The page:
What do you get when you combine advisory and investment professionals with a CNBC anchor, throw in some market optimism and top it off with a little tweeting? Schwab’s 2010 Impact Conference held in Boston. The last week of October, Debi Baydush, Tina Stenquist and Elias Bachmann attended this signature event hosted annually by Charles Schwab. By the numbers, Schwab’s Impact conference involves:
- 3,700 advisory and investment professionals
- $670 billion in assets under management
- 275 exhibiting companies
- 60 educational opportunities
- 85 social messaging tweets
But the conference is more than just numbers; Schwab Impact is a chance for Registered Investment Advisors (RIAs), Investment Fund Managers and a multitude of support businesses to exchange ideas over three days.
Henry Paulson Jr., former U.S. Treasury Secretary, kicked off the impressive line-up of keynote speakers and provided attendants with an insider’s view of the tumultuous days of TARP legislation and the contributing factors behind decisions “to bail out or not to bail out” America’s most significant investment and banking institutions. Former U.S. Secretary of State Dr. Condoleezza Rice delivered a powerful speech on how the economic prowess of the BRIC (Brazil, Russia, India and China) countries is directly dependent on political factors shaping these emerging countries. Dr. Rice concluded that while these countries are growing rapidly, the U.S. remains the strongest economy in the world and therefore its presumptive leader. Facebook co-founder Chris Hughes and other social media experts enlightened the crowd on how businesses are integrating social media platforms within their web presence.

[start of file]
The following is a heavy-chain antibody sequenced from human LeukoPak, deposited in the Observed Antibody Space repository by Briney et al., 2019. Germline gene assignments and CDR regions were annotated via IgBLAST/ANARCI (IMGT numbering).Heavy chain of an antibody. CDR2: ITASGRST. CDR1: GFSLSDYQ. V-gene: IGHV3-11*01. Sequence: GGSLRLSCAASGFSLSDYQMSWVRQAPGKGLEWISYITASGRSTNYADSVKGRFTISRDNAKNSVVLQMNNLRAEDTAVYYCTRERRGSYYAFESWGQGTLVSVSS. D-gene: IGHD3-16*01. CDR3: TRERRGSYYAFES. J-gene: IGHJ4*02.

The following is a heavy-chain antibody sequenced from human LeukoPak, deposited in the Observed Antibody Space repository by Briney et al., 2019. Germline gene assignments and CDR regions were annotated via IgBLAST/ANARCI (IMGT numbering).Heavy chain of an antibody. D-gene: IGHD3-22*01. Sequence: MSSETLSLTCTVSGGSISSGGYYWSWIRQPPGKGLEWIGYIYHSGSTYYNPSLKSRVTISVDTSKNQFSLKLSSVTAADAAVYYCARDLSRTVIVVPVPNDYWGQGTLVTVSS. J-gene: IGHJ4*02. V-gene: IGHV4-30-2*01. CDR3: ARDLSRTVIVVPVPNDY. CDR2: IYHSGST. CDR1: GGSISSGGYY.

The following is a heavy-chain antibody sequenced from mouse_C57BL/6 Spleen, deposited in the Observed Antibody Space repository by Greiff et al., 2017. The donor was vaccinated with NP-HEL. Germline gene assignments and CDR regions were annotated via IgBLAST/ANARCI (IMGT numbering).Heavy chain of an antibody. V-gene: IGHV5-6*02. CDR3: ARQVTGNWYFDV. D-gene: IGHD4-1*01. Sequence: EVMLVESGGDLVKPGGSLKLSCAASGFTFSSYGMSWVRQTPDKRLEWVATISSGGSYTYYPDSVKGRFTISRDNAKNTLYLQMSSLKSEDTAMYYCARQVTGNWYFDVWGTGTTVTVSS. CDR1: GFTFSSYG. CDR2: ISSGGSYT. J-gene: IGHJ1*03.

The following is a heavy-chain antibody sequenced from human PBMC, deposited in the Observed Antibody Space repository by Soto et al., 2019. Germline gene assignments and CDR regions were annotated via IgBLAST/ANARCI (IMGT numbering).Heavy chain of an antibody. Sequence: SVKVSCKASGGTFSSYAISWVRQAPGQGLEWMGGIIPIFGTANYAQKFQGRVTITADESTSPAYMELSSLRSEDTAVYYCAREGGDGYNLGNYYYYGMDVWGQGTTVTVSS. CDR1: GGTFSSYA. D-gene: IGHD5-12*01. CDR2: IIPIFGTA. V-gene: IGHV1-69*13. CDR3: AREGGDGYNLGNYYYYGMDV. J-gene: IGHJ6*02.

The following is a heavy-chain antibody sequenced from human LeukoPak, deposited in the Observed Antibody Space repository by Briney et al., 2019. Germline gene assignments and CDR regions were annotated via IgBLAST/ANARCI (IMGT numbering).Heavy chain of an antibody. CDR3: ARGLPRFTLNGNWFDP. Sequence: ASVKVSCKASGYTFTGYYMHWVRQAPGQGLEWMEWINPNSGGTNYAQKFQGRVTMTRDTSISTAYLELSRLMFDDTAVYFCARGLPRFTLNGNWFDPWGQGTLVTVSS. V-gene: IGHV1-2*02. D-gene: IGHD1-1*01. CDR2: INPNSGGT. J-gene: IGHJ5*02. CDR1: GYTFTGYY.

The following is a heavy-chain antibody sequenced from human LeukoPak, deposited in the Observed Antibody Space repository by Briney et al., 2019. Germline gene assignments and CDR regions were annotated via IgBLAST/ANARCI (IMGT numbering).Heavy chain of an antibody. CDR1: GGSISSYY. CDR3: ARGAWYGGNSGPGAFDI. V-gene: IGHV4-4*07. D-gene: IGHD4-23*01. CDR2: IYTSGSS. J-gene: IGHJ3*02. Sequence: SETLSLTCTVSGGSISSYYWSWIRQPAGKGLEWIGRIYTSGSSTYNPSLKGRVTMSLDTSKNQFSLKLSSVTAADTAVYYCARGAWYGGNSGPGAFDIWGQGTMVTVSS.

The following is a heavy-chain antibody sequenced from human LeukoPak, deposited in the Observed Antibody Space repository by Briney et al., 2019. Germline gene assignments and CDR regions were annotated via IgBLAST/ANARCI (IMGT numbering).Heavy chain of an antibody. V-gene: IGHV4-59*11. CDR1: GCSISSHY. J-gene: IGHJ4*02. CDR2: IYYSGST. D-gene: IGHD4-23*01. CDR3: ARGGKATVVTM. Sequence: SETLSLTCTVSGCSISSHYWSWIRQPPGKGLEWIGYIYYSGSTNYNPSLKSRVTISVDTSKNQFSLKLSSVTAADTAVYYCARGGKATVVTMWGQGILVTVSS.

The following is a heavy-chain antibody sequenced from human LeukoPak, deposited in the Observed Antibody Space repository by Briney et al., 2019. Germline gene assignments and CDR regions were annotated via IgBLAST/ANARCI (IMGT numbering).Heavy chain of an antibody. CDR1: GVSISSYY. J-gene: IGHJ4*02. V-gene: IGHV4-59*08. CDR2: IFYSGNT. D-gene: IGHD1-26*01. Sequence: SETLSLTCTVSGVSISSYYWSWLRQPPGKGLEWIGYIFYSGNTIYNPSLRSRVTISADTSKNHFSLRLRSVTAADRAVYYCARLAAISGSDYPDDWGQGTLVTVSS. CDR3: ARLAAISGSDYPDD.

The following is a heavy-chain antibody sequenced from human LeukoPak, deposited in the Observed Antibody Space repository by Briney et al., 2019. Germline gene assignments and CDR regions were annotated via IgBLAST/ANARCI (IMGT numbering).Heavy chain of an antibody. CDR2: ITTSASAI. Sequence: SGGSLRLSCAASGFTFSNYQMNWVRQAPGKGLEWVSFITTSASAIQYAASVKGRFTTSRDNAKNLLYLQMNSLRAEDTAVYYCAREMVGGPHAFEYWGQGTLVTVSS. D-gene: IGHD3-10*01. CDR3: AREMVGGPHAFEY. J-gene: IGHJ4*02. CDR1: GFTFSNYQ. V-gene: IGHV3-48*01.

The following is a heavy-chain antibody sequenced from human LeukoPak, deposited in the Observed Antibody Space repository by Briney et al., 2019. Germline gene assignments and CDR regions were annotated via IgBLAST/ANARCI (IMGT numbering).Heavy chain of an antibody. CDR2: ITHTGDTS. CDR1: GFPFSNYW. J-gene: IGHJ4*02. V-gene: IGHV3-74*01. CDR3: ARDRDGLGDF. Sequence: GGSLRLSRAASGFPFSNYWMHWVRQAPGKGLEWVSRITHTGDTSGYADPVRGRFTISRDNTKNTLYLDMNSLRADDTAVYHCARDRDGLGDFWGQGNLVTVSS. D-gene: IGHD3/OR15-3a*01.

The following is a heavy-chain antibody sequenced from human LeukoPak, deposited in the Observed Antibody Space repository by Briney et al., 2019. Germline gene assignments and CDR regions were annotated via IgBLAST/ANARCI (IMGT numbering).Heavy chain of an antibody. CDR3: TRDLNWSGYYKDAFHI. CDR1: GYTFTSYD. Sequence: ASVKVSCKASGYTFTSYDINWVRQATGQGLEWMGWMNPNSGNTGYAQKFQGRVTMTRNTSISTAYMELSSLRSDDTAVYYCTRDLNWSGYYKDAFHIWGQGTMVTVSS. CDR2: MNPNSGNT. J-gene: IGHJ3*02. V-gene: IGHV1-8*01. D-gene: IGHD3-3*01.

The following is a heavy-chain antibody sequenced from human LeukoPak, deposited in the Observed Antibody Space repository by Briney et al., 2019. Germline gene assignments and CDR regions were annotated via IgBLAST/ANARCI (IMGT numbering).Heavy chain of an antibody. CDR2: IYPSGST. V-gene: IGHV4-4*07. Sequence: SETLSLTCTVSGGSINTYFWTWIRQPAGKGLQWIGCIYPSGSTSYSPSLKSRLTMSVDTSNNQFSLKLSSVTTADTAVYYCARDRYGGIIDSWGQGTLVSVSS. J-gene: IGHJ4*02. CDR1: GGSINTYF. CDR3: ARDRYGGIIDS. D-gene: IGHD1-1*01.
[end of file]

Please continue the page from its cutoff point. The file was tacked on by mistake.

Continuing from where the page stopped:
Generally speaking, overall sentiment at the three day event (and not surprisingly) was bullish attitude for the next six months to one year. Specifically, comments included confidence in U.S. companies, the rationale for gold to continue its upward climb and difficulties generating income in today’s low yield environment.
While “Be Bold” was the theme selected for the three-day event, another concept emerged as well. Return on engagement. In our professional and personal relationships, let us challenge ourselves to look not only at return on investment, but also to widen our perspective on what we expect and need from our interactions with others. Food for thought, indeed.
– Tina Stenquist, Planning Associate